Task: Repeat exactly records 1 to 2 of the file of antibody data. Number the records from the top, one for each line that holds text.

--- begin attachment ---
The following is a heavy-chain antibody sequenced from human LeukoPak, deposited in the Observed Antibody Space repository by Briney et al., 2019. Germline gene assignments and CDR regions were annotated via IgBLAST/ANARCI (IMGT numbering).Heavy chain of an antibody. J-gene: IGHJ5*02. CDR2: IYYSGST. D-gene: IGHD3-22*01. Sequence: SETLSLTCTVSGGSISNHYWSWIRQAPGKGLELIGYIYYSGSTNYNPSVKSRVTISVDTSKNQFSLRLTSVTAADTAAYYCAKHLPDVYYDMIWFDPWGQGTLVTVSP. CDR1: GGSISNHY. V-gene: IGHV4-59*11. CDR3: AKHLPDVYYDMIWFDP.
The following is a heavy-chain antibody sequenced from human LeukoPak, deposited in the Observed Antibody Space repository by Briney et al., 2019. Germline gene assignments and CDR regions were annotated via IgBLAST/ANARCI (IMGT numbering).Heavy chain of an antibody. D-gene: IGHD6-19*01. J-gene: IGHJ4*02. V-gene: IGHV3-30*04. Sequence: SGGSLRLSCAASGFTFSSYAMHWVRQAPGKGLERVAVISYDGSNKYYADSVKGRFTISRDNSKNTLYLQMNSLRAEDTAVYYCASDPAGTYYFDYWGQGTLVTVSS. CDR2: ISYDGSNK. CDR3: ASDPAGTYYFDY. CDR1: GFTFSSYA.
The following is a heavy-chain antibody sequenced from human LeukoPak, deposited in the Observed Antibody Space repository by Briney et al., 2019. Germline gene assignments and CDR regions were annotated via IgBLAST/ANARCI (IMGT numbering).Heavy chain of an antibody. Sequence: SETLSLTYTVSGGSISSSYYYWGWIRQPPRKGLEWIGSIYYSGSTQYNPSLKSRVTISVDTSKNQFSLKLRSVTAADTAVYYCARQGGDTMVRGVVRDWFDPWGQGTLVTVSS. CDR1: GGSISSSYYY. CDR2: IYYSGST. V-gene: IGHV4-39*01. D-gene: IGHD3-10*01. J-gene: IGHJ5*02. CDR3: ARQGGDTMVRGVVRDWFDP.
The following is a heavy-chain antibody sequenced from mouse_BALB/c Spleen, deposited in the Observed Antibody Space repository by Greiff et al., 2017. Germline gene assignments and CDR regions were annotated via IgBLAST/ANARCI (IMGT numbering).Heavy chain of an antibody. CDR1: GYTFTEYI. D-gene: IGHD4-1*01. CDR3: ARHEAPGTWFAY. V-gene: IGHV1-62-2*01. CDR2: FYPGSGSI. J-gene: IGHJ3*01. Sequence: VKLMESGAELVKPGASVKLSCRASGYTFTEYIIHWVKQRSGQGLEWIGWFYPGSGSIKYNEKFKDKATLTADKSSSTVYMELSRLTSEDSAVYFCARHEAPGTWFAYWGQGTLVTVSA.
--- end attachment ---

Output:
The following is a heavy-chain antibody sequenced from human LeukoPak, deposited in the Observed Antibody Space repository by Briney et al., 2019. Germline gene assignments and CDR regions were annotated via IgBLAST/ANARCI (IMGT numbering).Heavy chain of an antibody. J-gene: IGHJ5*02. CDR2: IYYSGST. D-gene: IGHD3-22*01. Sequence: SETLSLTCTVSGGSISNHYWSWIRQAPGKGLELIGYIYYSGSTNYNPSVKSRVTISVDTSKNQFSLRLTSVTAADTAAYYCAKHLPDVYYDMIWFDPWGQGTLVTVSP. CDR1: GGSISNHY. V-gene: IGHV4-59*11. CDR3: AKHLPDVYYDMIWFDP.
The following is a heavy-chain antibody sequenced from human LeukoPak, deposited in the Observed Antibody Space repository by Briney et al., 2019. Germline gene assignments and CDR regions were annotated via IgBLAST/ANARCI (IMGT numbering).Heavy chain of an antibody. D-gene: IGHD6-19*01. J-gene: IGHJ4*02. V-gene: IGHV3-30*04. Sequence: SGGSLRLSCAASGFTFSSYAMHWVRQAPGKGLERVAVISYDGSNKYYADSVKGRFTISRDNSKNTLYLQMNSLRAEDTAVYYCASDPAGTYYFDYWGQGTLVTVSS. CDR2: ISYDGSNK. CDR3: ASDPAGTYYFDY. CDR1: GFTFSSYA.